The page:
Lent Term 2012
Meanwhile I was doing all I could to get Bink an appointment with a psychiatrist, as she had requested repeatedly throughout the Christmas holidays.
I looked up the name given me by the psychiatrist I had met in the Cambridge BBC studio; rang her office; mentioned my contact, as instructed. She too had written to her.
Though I was still fobbed off with all the usual objections to treatment. Wrong area. Wrong method of referral. Nothing on the NHS.
I contacted our MP’s office.
I’d lost count of the number of times I’d sat in his surgery, Bink in tears, trying to fathom how on earth we could get help for her. His PA had a file an inch or two thick, of all the ways in which mental health system had abused and abandoned her, mis-drugged and mistreated her.
Of course he would support the referral.
Back to the shrink’s office.
And so it goes.
Measuring out my life in telephone calls. In hassles and chasing up and campaigning. In trying to work the system. In a desperate bid for help...
I asked Helen, the superb psychologist, the question that was now tormenting Bink herself, as it had me for many a long year.
What had the drugs done to her?
She had been so sharp, so quick-thinking, before she was first medicated at the age of 16. It was only after she went into hospital and was forced onto drugs that she flipped into the world of the insane.
We have some idea of the effect of drugs on adults, Helen said. But that doesn’t tell us what they do to the still-developing brain of a sixteen year old...
Are there any worse words a mother can hear?
How could I pass this back to Bink? Yes, your brain was indeed wrecked when you went into the Florence Nightingale Unit.
As I’ve always thought.
In March I was the speaker at a Ladies’ Guild lunch. Knowing my concerns, the organiser had seated me next to the President of the Royal College of Psychiatrists.
I begged this eminent shrink the same question over the poached salmon. What had the drugs done to her? Could there be permanent damage? Both Bink and I have been seeking the answer for some time, I said, but no one will give us a straight answer.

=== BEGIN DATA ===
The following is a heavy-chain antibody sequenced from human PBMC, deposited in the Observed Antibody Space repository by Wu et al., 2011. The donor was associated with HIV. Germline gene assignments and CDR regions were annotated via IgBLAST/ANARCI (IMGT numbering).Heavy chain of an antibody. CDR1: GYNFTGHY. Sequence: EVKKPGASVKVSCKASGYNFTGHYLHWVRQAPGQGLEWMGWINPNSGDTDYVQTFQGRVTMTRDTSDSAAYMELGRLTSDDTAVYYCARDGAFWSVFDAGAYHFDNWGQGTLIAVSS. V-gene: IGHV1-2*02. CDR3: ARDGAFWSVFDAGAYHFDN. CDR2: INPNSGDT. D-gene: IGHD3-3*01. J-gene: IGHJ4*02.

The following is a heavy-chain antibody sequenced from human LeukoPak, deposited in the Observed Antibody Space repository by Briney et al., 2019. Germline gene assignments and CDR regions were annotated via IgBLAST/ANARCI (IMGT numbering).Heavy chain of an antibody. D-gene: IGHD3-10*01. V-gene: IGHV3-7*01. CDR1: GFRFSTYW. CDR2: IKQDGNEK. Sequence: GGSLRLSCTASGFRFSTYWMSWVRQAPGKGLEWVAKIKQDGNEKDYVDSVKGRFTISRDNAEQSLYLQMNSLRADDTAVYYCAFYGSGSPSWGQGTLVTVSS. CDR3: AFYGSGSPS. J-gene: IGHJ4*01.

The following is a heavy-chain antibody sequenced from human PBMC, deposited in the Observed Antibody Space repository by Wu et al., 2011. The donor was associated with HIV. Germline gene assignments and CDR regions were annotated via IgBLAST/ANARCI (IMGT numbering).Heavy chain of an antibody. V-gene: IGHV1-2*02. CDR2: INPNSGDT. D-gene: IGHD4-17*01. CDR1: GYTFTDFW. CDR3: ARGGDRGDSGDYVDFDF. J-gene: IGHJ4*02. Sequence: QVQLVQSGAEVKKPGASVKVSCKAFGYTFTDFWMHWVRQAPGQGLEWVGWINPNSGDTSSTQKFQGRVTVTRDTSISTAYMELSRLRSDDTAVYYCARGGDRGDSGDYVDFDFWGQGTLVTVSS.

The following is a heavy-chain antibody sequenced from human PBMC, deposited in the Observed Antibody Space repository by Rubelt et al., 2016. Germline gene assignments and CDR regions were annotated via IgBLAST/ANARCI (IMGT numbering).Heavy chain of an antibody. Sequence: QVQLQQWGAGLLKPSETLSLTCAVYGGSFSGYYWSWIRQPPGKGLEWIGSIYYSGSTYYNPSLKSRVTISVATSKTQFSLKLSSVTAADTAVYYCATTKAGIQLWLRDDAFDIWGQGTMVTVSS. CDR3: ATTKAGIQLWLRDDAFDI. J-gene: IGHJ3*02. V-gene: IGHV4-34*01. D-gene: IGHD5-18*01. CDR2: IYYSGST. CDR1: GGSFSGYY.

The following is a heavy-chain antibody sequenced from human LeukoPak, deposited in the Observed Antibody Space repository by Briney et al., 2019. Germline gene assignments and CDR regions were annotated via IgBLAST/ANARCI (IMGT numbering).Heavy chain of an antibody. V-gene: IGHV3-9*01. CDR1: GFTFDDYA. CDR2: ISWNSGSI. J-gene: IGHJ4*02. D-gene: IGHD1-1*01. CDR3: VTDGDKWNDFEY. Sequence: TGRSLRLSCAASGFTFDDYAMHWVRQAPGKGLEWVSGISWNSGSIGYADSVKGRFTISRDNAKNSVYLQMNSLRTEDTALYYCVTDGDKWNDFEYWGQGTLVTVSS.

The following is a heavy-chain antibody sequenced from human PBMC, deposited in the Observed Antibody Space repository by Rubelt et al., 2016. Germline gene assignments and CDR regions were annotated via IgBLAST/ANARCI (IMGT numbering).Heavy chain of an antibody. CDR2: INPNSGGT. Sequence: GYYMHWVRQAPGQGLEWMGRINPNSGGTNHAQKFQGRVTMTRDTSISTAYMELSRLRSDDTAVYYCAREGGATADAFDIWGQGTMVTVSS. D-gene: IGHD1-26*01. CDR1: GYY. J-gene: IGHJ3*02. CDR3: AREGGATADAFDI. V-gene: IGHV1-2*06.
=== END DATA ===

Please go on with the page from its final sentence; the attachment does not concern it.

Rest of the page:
And anyone who does, she said, is lying.
Nobody knows. The research is led by the States. It’s illegal in US to conduct medical research on anyone under eighteen. This sets the pattern for the rest of the world.
We simply don’t know what effect that kind of medication has on anyone under eighteen, because the research has never been done.
So we prescribe it instead.
* * * * *
Bink was dreading coming home for Easter. Because of our au pair, she explained.
It made sense. They were not dissimilar in age, the au pair had had a troubled childhood, she looked to us as her new family... When Bink was at home she felt displaced: in both Rosie’s affections, and mine.
So she made Bink’s life difficult...
In that case, Bink, the au pair must go.
Not just for me?
Of course, just for you! I’m not having you unable to come home.
(Reason enough, had the au pair been the best in the world – unless Rose would have suffered by losing her. Weighing up one offspring’s needs against another is never easy, though we now know the child’s must always trumps the adult’s.)
It would be kind, though, Bink, if I could leave it till after Easter. To give her as much notice as possible. Can you cope with that?
She’ll be gone before you come home for the summer.
I couldn’t have known, when I sacked that au pair, that Bink might not come home again.
Not for a very, very long time.
A reaction as unpredictable as her response to the smart new shrink.
It was quite a long time before I started to see what was happening to her.